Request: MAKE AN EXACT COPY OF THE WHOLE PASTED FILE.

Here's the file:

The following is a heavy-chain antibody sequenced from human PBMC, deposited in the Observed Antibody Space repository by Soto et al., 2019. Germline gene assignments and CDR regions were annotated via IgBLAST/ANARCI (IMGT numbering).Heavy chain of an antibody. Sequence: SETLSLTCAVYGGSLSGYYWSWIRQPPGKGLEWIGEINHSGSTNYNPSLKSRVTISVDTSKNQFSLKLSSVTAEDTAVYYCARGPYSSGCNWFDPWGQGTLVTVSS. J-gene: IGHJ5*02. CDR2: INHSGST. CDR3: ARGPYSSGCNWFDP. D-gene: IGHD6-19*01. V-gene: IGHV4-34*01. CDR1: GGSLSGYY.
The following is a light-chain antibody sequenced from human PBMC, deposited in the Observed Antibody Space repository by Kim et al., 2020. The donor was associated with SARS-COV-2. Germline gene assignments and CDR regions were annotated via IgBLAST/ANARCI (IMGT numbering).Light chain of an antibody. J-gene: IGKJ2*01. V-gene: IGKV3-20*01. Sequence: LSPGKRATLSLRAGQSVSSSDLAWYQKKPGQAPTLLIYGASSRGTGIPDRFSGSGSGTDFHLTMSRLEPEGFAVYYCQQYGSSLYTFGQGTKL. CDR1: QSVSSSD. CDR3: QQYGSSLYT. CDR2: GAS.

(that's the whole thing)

The following is a heavy-chain antibody sequenced from human PBMC, deposited in the Observed Antibody Space repository by Soto et al., 2019. Germline gene assignments and CDR regions were annotated via IgBLAST/ANARCI (IMGT numbering).Heavy chain of an antibody. Sequence: SETLSLTCAVYGGSLSGYYWSWIRQPPGKGLEWIGEINHSGSTNYNPSLKSRVTISVDTSKNQFSLKLSSVTAEDTAVYYCARGPYSSGCNWFDPWGQGTLVTVSS. J-gene: IGHJ5*02. CDR2: INHSGST. CDR3: ARGPYSSGCNWFDP. D-gene: IGHD6-19*01. V-gene: IGHV4-34*01. CDR1: GGSLSGYY.
The following is a light-chain antibody sequenced from human PBMC, deposited in the Observed Antibody Space repository by Kim et al., 2020. The donor was associated with SARS-COV-2. Germline gene assignments and CDR regions were annotated via IgBLAST/ANARCI (IMGT numbering).Light chain of an antibody. J-gene: IGKJ2*01. V-gene: IGKV3-20*01. Sequence: LSPGKRATLSLRAGQSVSSSDLAWYQKKPGQAPTLLIYGASSRGTGIPDRFSGSGSGTDFHLTMSRLEPEGFAVYYCQQYGSSLYTFGQGTKL. CDR1: QSVSSSD. CDR3: QQYGSSLYT. CDR2: GAS.